The chalice is the image that represents the spiritual heart containing divine love.
The mature bloom of a rose symbolizes the full flower of beauty and delicacy of form, color, and scent. Or better, a whole garden of well-manicured flowering plants represents the work of the steward of the Creator bringing spiritual potentials into ideal manifestation.
Flowers are traditionally used in weddings and funerals as symbols of the beauty and perfection of life as:
- the colors of vitality
- the fragrance of the subtle and mystical side of life
- the shape and texture of refinement
- and the form of our destiny.
As fragile and temporary as flowers are, they give us a vision of grace and perfection to lift up attention, bring comfort, add a touch of the beauty of life to any occasion.
Flowers are also an obvious symbol and agent of transformation; that is, they transform dirt, water, and sunlight in to wonderful, fragrant flowers.
Flowers are an obvious symbol for aspiration and hope because:
- they always grow toward the light
- they demonstrate harmony; flowers do not fight with one another; there is no angry yelling or cursing one another and no jealousy
- they joyfully share the earth and abundant sunlight.
So, what does all this mean to those of us who are searching for a better connection to the life of spirit and for healing and renewal of our self.
Genuine growth of the best within us begins in the seeds of greatness in our higher self. While we can invite them into us, their future growth must be nurtured and protected by our skillful and devoted assistance. With a loving heart and a strong mind, we can both encourage growth as well as restrain various resentments, fears, disappointments, and remorse. This enables us to set aside rigid beliefs and self-made rules so we can make room for new and better perspectives and attitudes. We will need these new beliefs to sustain a sincere interest in self-improvement and growth of consciousness.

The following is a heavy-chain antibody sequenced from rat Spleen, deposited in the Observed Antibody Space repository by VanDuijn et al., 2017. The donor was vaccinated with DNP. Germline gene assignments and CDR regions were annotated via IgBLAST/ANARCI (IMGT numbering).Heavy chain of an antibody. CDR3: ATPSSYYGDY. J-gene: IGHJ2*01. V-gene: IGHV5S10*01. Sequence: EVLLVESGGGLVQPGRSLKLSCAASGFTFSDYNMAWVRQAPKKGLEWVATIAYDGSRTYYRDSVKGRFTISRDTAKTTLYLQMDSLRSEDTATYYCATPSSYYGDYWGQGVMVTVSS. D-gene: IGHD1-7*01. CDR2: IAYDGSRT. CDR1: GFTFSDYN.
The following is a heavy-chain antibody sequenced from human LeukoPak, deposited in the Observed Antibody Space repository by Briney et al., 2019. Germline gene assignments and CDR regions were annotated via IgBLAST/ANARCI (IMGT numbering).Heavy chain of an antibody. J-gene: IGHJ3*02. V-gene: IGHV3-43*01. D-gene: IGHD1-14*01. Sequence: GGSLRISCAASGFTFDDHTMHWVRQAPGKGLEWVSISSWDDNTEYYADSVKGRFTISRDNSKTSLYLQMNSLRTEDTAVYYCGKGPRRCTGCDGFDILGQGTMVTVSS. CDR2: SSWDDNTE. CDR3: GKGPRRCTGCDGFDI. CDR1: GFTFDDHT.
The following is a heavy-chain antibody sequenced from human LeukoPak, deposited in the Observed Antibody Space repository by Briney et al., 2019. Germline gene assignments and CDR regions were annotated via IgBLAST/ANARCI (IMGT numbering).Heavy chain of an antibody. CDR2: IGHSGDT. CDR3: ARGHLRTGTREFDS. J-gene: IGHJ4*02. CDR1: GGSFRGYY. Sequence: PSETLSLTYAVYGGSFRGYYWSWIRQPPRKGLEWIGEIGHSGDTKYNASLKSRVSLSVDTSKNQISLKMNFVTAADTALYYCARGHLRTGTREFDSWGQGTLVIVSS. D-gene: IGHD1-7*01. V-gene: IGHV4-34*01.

Let us return to a part of the scripture used at the beginning. The seed that falls on good soil refers to someone who hears the spiritual truth (word) and understands and accepts it. This is the person who can produce a crop, yielding a hundred, sixty or thirty times what was sown.”
Translation: Those who are receptive to the wisdom and plan of our higher self can do so because they are:
- still open to new perspectives and ideas
- are trusting and devoted to their higher self
- are eager to learn
- and will generate new understanding, beliefs, priorities and attitudes.
These are the changes that enhance the quality of our lives and add to the productivity and fulfillment of our self. This is an important part of how we prepare to:
- cooperate with our higher self
- and absorb the life force from it
- and enrich all that we are and do.
Think on these things
Our innate intelligence will guide our growth toward our destined wholeness. The plant kingdom reveals many examples of the basic principles of growth. Plants remind us to always grow toward the light, not our fears or resentment. They demonstrate the need be true to our original design as in tomatoes become only tomatoes and nothing else. And all plants deal with the “dirt” in their life by transforming them into new leaves and stalks, not frustration.